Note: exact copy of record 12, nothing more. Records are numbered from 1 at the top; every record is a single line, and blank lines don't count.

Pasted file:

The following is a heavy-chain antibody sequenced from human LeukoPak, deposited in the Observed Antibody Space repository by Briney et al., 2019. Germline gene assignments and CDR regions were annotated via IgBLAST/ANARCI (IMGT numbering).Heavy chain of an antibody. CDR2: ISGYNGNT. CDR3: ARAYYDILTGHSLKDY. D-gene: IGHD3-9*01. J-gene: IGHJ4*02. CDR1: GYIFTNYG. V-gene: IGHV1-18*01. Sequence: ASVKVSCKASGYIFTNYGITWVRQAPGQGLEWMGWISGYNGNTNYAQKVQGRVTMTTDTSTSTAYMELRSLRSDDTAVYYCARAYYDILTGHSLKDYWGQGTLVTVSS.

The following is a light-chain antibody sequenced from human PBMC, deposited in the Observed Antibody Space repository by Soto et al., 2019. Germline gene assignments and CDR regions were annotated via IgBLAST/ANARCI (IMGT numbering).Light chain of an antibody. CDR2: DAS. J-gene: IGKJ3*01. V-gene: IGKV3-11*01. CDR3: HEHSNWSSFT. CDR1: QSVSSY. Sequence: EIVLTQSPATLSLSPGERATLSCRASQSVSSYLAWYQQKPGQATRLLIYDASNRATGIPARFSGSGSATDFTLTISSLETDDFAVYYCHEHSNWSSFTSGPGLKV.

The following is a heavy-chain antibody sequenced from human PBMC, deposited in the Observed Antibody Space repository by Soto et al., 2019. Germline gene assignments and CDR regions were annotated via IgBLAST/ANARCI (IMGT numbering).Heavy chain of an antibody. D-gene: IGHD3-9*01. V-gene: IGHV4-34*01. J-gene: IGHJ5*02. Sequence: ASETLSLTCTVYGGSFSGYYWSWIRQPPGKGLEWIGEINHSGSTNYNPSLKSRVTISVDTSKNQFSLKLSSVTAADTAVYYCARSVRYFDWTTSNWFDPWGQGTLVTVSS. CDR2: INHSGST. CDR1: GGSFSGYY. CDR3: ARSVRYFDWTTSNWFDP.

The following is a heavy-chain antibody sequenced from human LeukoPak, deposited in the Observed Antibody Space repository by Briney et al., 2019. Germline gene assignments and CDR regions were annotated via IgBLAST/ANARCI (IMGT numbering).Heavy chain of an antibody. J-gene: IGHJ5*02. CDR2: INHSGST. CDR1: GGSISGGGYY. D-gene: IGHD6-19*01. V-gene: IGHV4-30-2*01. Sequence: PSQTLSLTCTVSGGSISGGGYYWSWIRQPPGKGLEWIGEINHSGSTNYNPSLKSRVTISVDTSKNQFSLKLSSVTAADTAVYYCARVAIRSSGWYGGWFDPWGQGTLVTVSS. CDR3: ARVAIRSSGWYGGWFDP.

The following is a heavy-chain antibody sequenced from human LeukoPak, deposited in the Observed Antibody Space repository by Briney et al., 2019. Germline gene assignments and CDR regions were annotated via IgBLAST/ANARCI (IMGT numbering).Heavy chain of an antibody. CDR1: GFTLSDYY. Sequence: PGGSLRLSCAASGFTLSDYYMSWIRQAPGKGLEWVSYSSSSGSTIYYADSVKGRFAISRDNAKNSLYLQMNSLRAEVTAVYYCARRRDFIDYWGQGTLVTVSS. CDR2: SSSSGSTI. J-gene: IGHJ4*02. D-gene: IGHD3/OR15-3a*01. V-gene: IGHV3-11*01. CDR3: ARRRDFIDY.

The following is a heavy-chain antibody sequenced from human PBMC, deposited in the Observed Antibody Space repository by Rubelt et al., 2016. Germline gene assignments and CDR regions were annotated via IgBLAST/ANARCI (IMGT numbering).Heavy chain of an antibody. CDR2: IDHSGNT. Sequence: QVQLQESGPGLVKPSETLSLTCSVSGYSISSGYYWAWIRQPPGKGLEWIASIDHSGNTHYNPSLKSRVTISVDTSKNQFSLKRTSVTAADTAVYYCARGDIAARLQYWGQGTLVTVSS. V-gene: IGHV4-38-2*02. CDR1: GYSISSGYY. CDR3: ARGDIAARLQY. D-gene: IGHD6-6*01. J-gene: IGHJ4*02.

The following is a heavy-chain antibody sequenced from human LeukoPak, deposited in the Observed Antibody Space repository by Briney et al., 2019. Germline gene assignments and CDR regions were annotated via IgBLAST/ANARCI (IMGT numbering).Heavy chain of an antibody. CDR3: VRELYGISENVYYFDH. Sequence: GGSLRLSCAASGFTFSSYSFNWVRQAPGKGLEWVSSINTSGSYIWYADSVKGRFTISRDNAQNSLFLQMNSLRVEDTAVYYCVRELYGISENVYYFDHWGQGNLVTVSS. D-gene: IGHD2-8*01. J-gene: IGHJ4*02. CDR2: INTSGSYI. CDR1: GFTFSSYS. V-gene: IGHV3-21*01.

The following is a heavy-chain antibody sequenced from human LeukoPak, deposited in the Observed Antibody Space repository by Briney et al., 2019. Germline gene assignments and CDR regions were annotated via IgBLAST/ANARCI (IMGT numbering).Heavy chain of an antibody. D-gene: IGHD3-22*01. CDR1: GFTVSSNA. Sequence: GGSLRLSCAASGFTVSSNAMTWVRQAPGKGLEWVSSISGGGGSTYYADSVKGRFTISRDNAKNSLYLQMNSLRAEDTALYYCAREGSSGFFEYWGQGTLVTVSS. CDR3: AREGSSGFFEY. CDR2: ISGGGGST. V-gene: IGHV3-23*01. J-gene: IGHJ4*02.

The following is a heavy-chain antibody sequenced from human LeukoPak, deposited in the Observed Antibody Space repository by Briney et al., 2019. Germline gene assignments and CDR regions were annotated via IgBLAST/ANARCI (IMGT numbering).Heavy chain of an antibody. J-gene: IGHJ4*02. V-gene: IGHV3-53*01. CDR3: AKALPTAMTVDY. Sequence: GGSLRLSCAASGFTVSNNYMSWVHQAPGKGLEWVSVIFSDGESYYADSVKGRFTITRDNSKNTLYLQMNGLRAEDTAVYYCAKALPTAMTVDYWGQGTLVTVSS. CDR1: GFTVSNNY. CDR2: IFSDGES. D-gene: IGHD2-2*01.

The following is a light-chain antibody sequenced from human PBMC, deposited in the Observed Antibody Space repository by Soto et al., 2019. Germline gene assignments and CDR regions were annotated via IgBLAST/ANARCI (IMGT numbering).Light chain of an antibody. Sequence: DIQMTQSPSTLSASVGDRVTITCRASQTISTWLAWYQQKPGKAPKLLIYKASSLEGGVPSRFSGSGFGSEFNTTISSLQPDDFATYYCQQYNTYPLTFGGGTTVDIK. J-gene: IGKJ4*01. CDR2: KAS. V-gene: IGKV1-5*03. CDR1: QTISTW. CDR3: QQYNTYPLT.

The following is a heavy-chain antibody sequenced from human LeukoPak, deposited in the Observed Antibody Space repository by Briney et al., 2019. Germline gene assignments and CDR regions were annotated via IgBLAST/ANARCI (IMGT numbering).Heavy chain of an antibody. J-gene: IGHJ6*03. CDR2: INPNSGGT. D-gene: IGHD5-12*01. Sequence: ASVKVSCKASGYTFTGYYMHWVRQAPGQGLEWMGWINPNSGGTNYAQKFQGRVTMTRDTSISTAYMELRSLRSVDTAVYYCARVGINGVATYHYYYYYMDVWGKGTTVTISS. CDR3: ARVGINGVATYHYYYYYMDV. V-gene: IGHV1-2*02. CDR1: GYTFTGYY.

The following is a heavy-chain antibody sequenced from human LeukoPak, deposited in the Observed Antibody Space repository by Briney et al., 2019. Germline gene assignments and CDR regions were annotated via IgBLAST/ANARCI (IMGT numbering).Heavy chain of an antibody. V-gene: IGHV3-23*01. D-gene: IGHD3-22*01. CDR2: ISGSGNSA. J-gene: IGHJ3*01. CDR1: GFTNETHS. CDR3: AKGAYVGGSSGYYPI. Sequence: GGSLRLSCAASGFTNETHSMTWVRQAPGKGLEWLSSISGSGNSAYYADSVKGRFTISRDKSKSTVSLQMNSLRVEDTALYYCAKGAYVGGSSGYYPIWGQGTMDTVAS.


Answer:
The following is a heavy-chain antibody sequenced from human LeukoPak, deposited in the Observed Antibody Space repository by Briney et al., 2019. Germline gene assignments and CDR regions were annotated via IgBLAST/ANARCI (IMGT numbering).Heavy chain of an antibody. V-gene: IGHV3-23*01. D-gene: IGHD3-22*01. CDR2: ISGSGNSA. J-gene: IGHJ3*01. CDR1: GFTNETHS. CDR3: AKGAYVGGSSGYYPI. Sequence: GGSLRLSCAASGFTNETHSMTWVRQAPGKGLEWLSSISGSGNSAYYADSVKGRFTISRDKSKSTVSLQMNSLRVEDTALYYCAKGAYVGGSSGYYPIWGQGTMDTVAS.